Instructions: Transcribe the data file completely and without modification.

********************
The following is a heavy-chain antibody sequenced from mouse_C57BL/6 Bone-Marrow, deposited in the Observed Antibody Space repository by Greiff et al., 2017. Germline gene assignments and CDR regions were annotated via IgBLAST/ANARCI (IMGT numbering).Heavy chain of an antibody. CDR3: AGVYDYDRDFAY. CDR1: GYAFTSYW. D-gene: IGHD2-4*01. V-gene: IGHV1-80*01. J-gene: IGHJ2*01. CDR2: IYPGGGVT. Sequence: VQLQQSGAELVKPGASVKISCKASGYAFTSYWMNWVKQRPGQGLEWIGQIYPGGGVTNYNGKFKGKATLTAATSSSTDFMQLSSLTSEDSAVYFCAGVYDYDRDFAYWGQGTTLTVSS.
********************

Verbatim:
The following is a heavy-chain antibody sequenced from mouse_C57BL/6 Bone-Marrow, deposited in the Observed Antibody Space repository by Greiff et al., 2017. Germline gene assignments and CDR regions were annotated via IgBLAST/ANARCI (IMGT numbering).Heavy chain of an antibody. CDR3: AGVYDYDRDFAY. CDR1: GYAFTSYW. D-gene: IGHD2-4*01. V-gene: IGHV1-80*01. J-gene: IGHJ2*01. CDR2: IYPGGGVT. Sequence: VQLQQSGAELVKPGASVKISCKASGYAFTSYWMNWVKQRPGQGLEWIGQIYPGGGVTNYNGKFKGKATLTAATSSSTDFMQLSSLTSEDSAVYFCAGVYDYDRDFAYWGQGTTLTVSS.